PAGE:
Nevis School remains at Level 1 in COVID plan

According to the Nevis School’s online COVID-19 dashboard, 32 out of 595 enrolled students tested positive for COVID during September and 14 cases were still active as of Sept. 30. Among staff, 4 out of 100 staff tested positive in September, with 3 active cases on Sept. 30.

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Nevis School remains at its Level 1 learning plan while taking additional mitigation strategies to help keep staff and students safe and monitoring the COVID-19 case rate. At Level 1 masking is recommended but not required.

Superintendent Gregg Parks said they are continuing to maintain around 12 students and 3 staff members on the current active roster for testing positive to COVID-19.

Under the district’s Return to Learn Operational Plan there are four levels of learning. The district has been in the least restrictive model, Level 1, since the school year began. Level 1 recommends but does not require masking, limits visitors, allows events and allows the cafeteria, playground and media center to be open to all students.

According to information provided by the district, levels may change throughout the school year in consultation with the district’s COVID management team, made up of representatives from the school, community and county health services, based on current case rates in the county, case numbers in the school, staff availability and other factors.

Levels 2 and 3 require masking and put more limits on students mixing with other groups, but continue in-person learning. Level 4 is distance learning only.

Mitigation strategies

“I do not recommend a change to our masking or other mitigation strategies at this point,” Parks said. “We have seen some spread isolated to several classrooms, but have not seen a community spread within our buildings. We are still encouraging students and staff to wear masks.”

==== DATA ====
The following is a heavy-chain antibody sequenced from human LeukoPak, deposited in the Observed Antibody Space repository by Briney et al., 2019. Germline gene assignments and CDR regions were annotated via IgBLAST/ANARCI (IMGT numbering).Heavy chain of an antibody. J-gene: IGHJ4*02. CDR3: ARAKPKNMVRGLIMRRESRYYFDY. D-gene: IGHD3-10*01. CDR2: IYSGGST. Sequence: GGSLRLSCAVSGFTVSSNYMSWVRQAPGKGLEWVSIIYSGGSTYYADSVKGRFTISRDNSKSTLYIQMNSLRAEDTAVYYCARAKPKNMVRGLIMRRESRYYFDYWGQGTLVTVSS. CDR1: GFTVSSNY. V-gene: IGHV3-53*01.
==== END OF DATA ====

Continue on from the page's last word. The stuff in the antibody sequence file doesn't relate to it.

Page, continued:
Parks said that students operate as much as possible in cohorts, either by class or grade level, during the day.

“We continue to emphasize hand washing, social distancing, limiting non-essential people from entering the building, and building and bus sanitation,” he said.

Free COVID-19 testing is available for students and staff.

“We are still alerting close contacts and recommending, but not requiring, that individuals stay home if they are in close contact,” he said. “Our parents are doing a great job of keeping students home when they feel ill. The vast majority of our lab-confirmed positive cases are provided to us by our parents and Hubbard County Public Health.”

Monitoring the situation

Parks said they will continue to monitor the situation.

“We may have to adjust our protective posture, if the case rate starts to rise within the building and overwhelms our ability to function due to high volumes of staff and students being absent,” he said. “Obviously, the best-case scenario is we continue to manage at the individual, class and grade level. This may require the school board to implement a mask requirement for limited time periods (two weeks) while re-evaluating their status on a weekly basis.

“This is not a perfect scenario, but I believe it gives us one more step in having our staff and students feel an increased level of protection. A worst-case scenario is if we are forced to shut down for two weeks to reset due to a COVID outbreak because of a loss of key personnel or a larger outbreak within the school.”


Lorie Skarpness has lived in the Park Rapids area since 1997 and has been writing for the Park Rapids Enterprise since 2017. She enjoys writing features about the people and wildlife who call the north woods home.
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